“Look at organizations that work directly with the World Health Organization, which captures data and provides those statistics to the local health bureaus. You also want an organization that values clinical skills, where titles are left at the door, and everybody collaborates very closely in clinics to provide expertise for patients,” Jordheim says.

She continues: “Look at organizations that are broad enough in their provider base to provide the expertise that these patients need. Consider not just what the organization provides to the volunteer, but what the clinic setup provides for the volunteer and patient to function in a quiet, professional environment.”

Weighing the length and cost of medical missions

The length of your medical mission trip will vary depending on what the organization offers and the time you have available, but it can range anywhere from a few days to several months. This also depends on whether you only want to volunteer or also want to explore the area.

“If providers go on very short trips, no sightseeing is included. We’re very focused on the clinical aspect, but in the evenings, they can expect to maybe stop at a sightseeing venue, get an ox cart ride, or maybe join the village for dinner,” Jordheim says.

“All of the places we partner with give back in a very cultural way by providing a meal or having people come to their homes for tea after clinic. Often, the school kids get up a band to welcome you when you get off your bus,” she continues.

A CompHealth physician counsels a patient in Tanzania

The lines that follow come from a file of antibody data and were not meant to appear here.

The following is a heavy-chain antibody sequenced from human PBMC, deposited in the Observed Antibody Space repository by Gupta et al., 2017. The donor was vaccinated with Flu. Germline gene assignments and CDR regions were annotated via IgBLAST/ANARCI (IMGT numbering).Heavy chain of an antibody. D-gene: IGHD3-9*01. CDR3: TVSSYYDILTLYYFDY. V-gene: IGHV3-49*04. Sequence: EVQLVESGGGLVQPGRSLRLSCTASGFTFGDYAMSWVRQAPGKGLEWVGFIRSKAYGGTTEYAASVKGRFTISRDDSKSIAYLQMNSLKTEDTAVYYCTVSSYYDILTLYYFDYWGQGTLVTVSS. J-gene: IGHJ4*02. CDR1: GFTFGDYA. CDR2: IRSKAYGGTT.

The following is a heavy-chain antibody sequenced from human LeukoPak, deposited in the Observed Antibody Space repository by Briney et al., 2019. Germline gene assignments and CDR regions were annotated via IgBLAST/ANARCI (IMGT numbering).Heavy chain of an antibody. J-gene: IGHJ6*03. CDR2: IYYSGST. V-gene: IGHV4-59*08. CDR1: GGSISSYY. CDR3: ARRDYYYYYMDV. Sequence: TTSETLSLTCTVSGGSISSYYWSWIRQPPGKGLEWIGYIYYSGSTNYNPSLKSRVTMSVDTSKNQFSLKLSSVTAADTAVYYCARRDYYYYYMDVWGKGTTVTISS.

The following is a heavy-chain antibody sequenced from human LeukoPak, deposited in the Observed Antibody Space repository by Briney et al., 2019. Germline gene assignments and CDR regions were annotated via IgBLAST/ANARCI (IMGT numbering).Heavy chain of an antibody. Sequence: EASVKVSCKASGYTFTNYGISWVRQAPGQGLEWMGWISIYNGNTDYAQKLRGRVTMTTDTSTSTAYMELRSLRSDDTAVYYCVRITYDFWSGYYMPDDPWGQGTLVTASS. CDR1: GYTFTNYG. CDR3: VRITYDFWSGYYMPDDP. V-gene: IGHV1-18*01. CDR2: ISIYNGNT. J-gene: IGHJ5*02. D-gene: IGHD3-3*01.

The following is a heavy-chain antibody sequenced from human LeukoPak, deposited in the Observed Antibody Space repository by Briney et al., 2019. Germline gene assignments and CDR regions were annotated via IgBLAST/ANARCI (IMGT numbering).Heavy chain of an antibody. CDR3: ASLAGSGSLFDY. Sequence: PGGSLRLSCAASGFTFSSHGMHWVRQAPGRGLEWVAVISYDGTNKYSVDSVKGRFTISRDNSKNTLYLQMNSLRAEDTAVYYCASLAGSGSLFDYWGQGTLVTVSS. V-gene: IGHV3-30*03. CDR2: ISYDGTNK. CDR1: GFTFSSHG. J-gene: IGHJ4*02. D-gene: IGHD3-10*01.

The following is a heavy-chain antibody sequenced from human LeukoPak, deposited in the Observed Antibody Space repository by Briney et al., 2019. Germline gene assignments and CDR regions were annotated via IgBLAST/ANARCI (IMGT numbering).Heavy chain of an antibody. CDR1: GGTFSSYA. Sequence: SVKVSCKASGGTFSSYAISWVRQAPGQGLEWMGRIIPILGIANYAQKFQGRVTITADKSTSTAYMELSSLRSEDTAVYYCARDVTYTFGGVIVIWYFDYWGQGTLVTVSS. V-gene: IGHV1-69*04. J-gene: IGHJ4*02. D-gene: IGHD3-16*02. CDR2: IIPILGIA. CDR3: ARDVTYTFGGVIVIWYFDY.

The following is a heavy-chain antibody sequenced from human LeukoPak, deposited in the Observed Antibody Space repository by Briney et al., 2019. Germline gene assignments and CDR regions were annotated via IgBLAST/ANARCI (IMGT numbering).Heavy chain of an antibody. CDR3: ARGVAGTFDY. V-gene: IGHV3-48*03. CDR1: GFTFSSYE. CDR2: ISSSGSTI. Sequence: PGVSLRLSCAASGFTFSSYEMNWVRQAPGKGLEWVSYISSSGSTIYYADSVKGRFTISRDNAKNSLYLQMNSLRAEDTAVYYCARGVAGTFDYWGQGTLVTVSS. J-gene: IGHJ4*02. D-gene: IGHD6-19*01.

King notes that most medical providers are using their vacation time for medical missions and only have one or two weeks to volunteer. However, longer trips are available as well.

“When we’ve had doctors or nurses who were in between jobs or on a sabbatical or changing career focus, we’ve had medical providers in projects as long as a month or two,” she says. “We try to offer everybody an opportunity based on when they are available to participate.”

The cost varies by the length of the mission and the organization you travel with, but short trips start around $750-$900, and longer ones can be $5,000, not including airfare. Determine whether clinic fees, meals, and other supplies are included when planning your trip. Some organizations offer in-house scholarships or ways to save money. Donations from fundraisers providers receive when working with nonprofits are also tax-deductible.

Even short medical missions can be invaluable, Dr. Riyaz explains.

“The Tanzanian shortage of doctors is in the hundreds of thousands. Even though it was only four days that we were there, that day was probably life-changing to many people — that one day that they got to see an American doctor and get treated,” he says. “That need is ongoing and will continue to grow as their population continues to grow.”

Quote from Dr. Farhaad Riyaz about his Tanzanian mission trip

Preparing for a medical mission

Ehlers recommends starting to prepare for a medical mission three to six months before you leave.

“This allows you plenty of prep time. You must have immunizations for most of these trips, and some countries require visas,” she says. “Plenty of prep time is necessary to participate in one of these international trips.”

However, many organizations can work with your schedule if you suddenly realize you have time off to fill and already have a passport. Jordheim notes that many countries issue e-visas to speed up the process, and their organization’s connection to the Ministry of Health also streamlines communication.

“We give providers disclosures on the vaccinations required, and they get the information they need almost immediately upon joining the team,” she says. “They also get a personal call from their team leader so the leader can answer any questions.”

King recommends finding an organization with training tools already in place so you get enough information no matter how quickly you’re planning a trip.